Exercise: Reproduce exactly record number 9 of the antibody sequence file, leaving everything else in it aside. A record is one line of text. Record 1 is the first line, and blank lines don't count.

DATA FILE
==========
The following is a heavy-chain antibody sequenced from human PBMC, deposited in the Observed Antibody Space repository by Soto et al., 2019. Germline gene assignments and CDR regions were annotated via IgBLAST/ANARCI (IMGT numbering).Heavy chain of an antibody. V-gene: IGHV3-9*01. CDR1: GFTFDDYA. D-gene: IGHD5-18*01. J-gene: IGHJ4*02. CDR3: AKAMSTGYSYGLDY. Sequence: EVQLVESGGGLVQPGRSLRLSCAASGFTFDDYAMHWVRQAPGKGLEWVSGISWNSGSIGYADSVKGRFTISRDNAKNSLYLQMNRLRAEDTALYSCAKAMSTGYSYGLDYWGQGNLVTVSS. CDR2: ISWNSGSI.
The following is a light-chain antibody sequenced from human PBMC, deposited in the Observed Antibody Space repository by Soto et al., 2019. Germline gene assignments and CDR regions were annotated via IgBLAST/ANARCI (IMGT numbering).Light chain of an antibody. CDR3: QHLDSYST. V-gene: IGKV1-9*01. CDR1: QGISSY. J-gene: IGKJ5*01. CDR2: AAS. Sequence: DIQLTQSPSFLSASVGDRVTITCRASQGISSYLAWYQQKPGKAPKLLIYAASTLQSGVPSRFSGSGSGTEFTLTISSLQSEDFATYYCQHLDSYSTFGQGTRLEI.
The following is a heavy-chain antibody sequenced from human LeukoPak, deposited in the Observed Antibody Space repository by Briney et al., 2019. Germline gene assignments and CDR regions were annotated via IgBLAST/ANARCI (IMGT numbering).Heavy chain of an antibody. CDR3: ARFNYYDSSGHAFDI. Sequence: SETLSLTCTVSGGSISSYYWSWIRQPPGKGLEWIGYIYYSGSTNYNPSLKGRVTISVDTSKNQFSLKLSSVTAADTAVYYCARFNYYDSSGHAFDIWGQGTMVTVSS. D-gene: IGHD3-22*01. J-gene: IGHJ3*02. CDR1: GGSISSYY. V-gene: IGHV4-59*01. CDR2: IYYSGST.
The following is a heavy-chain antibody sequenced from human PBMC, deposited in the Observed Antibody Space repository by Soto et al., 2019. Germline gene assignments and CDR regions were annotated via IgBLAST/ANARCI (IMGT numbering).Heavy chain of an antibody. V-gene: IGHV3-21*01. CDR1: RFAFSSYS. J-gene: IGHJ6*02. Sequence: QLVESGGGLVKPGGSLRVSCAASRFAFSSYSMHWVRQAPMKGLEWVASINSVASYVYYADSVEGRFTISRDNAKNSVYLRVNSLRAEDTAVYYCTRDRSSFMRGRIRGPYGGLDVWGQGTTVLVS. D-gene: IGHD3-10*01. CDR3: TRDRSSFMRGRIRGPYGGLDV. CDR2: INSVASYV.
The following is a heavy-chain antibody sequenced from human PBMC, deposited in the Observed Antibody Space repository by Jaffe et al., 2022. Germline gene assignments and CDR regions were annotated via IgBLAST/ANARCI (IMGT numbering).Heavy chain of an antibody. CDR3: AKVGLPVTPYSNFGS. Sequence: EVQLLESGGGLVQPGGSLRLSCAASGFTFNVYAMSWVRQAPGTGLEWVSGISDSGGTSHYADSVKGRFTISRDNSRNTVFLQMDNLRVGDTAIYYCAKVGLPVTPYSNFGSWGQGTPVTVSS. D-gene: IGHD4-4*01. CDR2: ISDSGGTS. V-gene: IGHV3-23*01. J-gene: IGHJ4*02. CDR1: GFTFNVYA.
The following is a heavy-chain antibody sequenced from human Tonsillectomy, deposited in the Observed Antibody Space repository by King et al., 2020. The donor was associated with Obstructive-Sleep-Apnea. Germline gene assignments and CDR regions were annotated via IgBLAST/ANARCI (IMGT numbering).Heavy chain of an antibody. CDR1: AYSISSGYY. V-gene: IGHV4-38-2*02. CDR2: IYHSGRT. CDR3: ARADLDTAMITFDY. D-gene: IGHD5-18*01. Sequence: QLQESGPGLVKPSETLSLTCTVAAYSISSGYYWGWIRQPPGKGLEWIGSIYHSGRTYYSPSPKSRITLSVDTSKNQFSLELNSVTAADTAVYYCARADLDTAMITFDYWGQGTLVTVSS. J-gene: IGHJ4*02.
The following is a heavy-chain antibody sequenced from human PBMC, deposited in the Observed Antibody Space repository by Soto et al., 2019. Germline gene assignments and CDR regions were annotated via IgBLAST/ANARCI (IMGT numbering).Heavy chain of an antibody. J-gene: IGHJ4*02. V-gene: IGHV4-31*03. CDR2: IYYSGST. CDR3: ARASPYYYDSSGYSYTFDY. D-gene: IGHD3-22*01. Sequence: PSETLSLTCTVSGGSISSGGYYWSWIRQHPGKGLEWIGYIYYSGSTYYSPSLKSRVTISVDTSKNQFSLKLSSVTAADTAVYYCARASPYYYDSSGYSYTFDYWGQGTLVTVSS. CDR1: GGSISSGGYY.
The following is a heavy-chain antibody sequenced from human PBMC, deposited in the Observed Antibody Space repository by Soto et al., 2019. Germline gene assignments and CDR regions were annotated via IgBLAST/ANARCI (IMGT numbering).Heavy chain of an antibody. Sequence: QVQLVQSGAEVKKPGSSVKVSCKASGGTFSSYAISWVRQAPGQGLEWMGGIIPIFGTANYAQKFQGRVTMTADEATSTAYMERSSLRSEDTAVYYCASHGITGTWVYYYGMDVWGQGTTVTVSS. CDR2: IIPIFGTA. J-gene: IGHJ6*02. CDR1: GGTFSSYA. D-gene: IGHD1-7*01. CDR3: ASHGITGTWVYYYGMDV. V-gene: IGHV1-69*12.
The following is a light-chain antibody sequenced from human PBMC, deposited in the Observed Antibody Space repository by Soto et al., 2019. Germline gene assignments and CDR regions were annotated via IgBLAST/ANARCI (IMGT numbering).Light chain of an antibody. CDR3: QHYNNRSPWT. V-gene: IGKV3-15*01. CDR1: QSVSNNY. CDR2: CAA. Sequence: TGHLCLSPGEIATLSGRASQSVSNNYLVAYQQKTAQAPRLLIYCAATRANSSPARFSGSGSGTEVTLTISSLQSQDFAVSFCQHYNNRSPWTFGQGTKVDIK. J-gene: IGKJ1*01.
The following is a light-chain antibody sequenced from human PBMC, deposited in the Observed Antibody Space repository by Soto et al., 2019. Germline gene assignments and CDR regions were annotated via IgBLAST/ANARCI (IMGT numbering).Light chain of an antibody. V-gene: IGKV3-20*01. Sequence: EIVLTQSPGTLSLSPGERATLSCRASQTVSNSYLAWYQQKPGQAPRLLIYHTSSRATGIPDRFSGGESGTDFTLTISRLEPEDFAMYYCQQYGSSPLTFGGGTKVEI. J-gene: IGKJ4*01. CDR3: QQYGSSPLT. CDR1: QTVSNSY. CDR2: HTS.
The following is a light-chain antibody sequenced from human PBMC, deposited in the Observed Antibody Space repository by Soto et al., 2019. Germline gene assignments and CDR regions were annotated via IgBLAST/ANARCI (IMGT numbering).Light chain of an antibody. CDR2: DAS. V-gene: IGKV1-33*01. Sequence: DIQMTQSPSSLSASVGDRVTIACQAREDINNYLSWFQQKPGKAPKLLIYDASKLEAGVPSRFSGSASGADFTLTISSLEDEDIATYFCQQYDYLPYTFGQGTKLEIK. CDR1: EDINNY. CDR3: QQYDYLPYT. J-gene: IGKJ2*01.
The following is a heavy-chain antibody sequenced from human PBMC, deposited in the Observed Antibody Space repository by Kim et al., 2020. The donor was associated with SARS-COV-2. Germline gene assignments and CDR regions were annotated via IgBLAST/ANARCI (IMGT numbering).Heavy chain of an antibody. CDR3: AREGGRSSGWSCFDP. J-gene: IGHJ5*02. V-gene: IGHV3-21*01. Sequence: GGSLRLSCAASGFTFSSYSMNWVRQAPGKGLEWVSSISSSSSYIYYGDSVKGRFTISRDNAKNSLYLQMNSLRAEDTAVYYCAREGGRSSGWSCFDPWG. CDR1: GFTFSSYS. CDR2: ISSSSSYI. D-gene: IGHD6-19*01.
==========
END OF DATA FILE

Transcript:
The following is a light-chain antibody sequenced from human PBMC, deposited in the Observed Antibody Space repository by Soto et al., 2019. Germline gene assignments and CDR regions were annotated via IgBLAST/ANARCI (IMGT numbering).Light chain of an antibody. CDR3: QHYNNRSPWT. V-gene: IGKV3-15*01. CDR1: QSVSNNY. CDR2: CAA. Sequence: TGHLCLSPGEIATLSGRASQSVSNNYLVAYQQKTAQAPRLLIYCAATRANSSPARFSGSGSGTEVTLTISSLQSQDFAVSFCQHYNNRSPWTFGQGTKVDIK. J-gene: IGKJ1*01.